Pelham: Or, Adventures of a Gentleman

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G. Routledge, 1855 - 304 pages

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Page 12 - Out of the bowels of the harmless earth, Which many a good tall fellow had destroy'd So cowardly ; and but for these vile guns He would himself have been a soldier.
Page 12 - Shall I wasting in Despair, Die because a woman's fair? Or make pale my cheeks with care, Cause another's rosy are? Be she fairer than the Day, Or the Flowery Meads in May; If she be not so to me, What care I, how fair she be.
Page 253 - I can give not what men call love, But wilt thou accept not The worship the heart lifts above And the Heavens reject not, The desire of the moth for the star, Of the night for the morrow, The devotion to something afar From the sphere of our sorrow...
Page 2 - And stand so much on seeming : If arts and schools reply, Give arts and schools the lie. Tell faith it's fled the city ; Tell how the country erreth ; Tell, manhood shakes off pity; Tell, virtue least preferreth : And if they do reply, Spare not to give the lie.
Page 293 - said Job, " and I am extremely sorry at the accident; it was Dawson who shut the door, through utter unconsciousness, though I told him especially not to do it — the poor dog did not know whether he was on his head or his heels. " " You have got him safe, " said I, quickly. " Ay, trust me for that, your honor. I have locked him up at home while I came here to look for you.
Page 50 - THE MONKEY WHO HAD SEEN THE WORLD. A MONKEY, to reform the times, Resolved to visit foreign climes ; For men in distant regions roam To bring politer manners home. So forth he fares, all toil defies ; Misfortune serves to make us wise. At length the treacherous snare was laid; Poor Pug was caught ; to Town convey'd ; There sold. (How envied was his doom, Made captive in a lady's room !) Proud as a lover of his chains, He day by day her favour gains.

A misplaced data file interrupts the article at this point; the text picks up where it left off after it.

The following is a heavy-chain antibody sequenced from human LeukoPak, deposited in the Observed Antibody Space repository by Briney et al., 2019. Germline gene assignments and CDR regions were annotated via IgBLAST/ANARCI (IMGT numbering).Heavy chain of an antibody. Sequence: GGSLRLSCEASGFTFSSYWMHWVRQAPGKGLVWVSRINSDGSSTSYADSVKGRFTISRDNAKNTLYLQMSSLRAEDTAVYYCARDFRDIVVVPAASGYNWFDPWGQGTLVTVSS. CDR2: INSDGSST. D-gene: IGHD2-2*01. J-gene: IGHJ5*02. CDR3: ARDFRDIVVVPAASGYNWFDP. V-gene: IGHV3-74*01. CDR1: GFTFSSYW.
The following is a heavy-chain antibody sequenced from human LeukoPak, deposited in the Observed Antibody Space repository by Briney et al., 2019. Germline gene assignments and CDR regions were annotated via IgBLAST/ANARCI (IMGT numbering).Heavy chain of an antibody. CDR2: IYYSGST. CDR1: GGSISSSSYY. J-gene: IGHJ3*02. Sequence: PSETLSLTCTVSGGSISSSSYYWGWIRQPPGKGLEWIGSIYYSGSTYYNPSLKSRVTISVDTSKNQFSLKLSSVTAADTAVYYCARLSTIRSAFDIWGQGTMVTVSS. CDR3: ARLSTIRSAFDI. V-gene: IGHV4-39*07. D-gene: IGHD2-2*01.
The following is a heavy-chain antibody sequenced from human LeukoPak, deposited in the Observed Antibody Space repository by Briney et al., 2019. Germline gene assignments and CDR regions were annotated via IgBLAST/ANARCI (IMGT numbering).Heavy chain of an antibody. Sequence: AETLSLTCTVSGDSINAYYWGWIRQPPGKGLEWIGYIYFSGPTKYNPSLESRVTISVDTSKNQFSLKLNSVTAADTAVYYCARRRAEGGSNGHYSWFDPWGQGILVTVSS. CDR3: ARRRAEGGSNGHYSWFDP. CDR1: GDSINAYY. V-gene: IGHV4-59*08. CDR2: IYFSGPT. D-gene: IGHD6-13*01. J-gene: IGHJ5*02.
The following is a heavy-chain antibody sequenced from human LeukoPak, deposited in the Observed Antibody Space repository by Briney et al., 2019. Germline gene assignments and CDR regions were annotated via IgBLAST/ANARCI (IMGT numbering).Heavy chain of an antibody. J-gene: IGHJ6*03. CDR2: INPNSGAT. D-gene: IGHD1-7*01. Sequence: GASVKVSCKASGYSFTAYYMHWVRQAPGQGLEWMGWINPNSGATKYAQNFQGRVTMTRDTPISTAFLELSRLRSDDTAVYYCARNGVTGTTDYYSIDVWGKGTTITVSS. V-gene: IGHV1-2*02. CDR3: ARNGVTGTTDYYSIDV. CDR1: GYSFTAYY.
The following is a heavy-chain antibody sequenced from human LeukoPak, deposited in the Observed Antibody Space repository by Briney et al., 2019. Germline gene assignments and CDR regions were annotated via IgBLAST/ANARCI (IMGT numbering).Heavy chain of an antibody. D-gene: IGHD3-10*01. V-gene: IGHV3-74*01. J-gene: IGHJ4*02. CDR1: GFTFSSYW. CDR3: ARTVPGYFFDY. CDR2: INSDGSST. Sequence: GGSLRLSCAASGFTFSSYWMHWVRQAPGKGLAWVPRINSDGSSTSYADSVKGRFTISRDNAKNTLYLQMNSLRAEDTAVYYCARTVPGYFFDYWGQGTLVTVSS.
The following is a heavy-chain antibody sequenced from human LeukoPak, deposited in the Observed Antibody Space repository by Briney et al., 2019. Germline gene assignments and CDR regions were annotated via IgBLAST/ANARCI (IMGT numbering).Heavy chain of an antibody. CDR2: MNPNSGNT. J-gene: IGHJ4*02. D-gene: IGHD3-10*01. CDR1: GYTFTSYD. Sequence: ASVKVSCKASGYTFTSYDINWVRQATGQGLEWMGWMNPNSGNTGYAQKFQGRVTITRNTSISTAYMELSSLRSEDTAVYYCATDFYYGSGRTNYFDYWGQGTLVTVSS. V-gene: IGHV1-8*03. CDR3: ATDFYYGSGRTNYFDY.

Page 219 - Sparta hath many a worthier son than me! Meanwhile, how get on the noble Lords Lesborough and Lincoln? 'sure such a pair were never seen, so justly formed to meet by nature!
Page 56 - ... a beautiful golden wig (the Duchesse never liked me to play with her hair) was on a block close by, and on another table was a set of teeth, d'une blaiieheur eblouissante.
Page 9 - Apropos of the complexion : I did not like that blue coat you wore when I last saw you ; you look best in black, — which is a great compliment, for people must be very distinguished in appearance in order to do so.
Page xi - I think, above most works, it contributed to put an end to the Satanic mania,^ to turn the thoughts and ambition of young gentlemen without neckcloths, and young clerks who were sallow, from playing the Corsair, and boasting that they were villains.

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